The day after the hospital encounter, George W Bush modified the wiretapping program to take account of Comey’s concerns.
During his time at the justice department, he also fought to stop waterboarding and other interrogation techniques being used at Guantánamo. His concerns are recorded in emails that were later published.
His emails to Chuck Rosenberg, his chief of staff, in April and May 2005 show his opposition to the brutal interrogations being used.
After his stint at the Justice Department, he worked for Lockheed Martin and Bridgewater Associates, and then took up a teaching position at Columbia Law School. Before joining the Justice Department he held a prominent position as US attorney for the southern district of New York.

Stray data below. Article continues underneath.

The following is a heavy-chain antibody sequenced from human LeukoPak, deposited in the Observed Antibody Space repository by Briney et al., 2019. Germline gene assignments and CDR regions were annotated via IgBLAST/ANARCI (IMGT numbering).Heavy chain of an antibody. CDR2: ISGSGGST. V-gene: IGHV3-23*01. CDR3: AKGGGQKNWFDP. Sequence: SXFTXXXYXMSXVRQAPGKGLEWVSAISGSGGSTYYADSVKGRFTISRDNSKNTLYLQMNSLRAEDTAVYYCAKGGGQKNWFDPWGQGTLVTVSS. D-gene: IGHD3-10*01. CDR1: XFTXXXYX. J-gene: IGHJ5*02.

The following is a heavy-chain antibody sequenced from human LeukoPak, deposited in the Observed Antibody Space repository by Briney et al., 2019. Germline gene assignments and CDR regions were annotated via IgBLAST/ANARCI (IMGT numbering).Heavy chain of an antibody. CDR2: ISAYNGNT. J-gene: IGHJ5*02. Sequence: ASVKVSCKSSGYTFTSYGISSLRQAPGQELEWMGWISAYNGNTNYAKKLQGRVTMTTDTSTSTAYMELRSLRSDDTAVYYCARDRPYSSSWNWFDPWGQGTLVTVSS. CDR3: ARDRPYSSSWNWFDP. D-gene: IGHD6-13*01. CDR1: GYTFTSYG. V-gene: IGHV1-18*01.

He was involved in a series of high-profile cases of white-collar crime, including the prosecution of Martha Stewart.
As an assistant US attorney in Virginia, he was involved in the investigation of the 1996 bombing in Saudi Arabia in which 19 US military staff were killed.
Biden tells billionaires that things wouldn’t change under his administration
Don't worry, billionaires: your standard of living won't change under a Joe Biden administration.
That's the message the Democratic frontrunner delivered to donors Tuesday as he continued a fundraising trip in New York that saw him on Monday tell a room of wealthy Wall Streeters "you guys are great" and ask a Trump-loving supermarket magnate for support.